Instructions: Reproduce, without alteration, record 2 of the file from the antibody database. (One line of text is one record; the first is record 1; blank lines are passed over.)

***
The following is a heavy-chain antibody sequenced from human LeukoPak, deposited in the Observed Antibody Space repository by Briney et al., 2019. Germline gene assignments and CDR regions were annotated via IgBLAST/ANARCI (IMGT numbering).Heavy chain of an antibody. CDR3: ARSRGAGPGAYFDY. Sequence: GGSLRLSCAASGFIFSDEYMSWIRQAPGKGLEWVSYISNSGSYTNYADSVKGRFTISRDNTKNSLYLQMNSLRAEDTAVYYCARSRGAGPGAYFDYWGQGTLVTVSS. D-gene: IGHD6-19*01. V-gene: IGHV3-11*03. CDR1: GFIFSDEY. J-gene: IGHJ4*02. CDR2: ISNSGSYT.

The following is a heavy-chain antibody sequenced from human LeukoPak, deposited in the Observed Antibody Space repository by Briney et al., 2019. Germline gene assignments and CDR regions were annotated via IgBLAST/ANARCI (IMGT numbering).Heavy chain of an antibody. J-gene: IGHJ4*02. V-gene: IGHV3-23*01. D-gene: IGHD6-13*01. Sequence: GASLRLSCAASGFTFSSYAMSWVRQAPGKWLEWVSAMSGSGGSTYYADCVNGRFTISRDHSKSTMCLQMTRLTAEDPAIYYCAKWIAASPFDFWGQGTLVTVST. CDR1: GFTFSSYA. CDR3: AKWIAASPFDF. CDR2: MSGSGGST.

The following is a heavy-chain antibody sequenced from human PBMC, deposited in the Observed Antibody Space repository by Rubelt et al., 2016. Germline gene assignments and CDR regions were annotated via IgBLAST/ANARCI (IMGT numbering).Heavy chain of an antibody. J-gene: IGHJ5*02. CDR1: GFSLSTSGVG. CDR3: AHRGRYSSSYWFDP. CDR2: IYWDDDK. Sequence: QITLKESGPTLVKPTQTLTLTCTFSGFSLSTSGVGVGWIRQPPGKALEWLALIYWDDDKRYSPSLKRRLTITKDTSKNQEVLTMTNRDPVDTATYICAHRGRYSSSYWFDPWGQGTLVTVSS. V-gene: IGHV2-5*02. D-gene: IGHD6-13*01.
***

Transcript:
The following is a heavy-chain antibody sequenced from human LeukoPak, deposited in the Observed Antibody Space repository by Briney et al., 2019. Germline gene assignments and CDR regions were annotated via IgBLAST/ANARCI (IMGT numbering).Heavy chain of an antibody. J-gene: IGHJ4*02. V-gene: IGHV3-23*01. D-gene: IGHD6-13*01. Sequence: GASLRLSCAASGFTFSSYAMSWVRQAPGKWLEWVSAMSGSGGSTYYADCVNGRFTISRDHSKSTMCLQMTRLTAEDPAIYYCAKWIAASPFDFWGQGTLVTVST. CDR1: GFTFSSYA. CDR3: AKWIAASPFDF. CDR2: MSGSGGST.